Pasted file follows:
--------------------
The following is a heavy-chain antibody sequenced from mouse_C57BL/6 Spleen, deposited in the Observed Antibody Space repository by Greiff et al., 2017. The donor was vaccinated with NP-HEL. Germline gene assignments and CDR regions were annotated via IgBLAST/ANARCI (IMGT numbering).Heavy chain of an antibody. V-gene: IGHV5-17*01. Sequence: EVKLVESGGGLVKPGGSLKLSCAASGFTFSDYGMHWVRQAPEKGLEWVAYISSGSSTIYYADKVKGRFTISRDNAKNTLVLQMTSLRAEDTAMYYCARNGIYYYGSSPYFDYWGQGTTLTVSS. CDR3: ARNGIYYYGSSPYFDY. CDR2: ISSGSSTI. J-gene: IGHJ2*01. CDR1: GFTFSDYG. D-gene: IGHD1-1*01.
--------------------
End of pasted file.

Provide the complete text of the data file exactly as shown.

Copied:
The following is a heavy-chain antibody sequenced from mouse_C57BL/6 Spleen, deposited in the Observed Antibody Space repository by Greiff et al., 2017. The donor was vaccinated with NP-HEL. Germline gene assignments and CDR regions were annotated via IgBLAST/ANARCI (IMGT numbering).Heavy chain of an antibody. V-gene: IGHV5-17*01. Sequence: EVKLVESGGGLVKPGGSLKLSCAASGFTFSDYGMHWVRQAPEKGLEWVAYISSGSSTIYYADKVKGRFTISRDNAKNTLVLQMTSLRAEDTAMYYCARNGIYYYGSSPYFDYWGQGTTLTVSS. CDR3: ARNGIYYYGSSPYFDY. CDR2: ISSGSSTI. J-gene: IGHJ2*01. CDR1: GFTFSDYG. D-gene: IGHD1-1*01.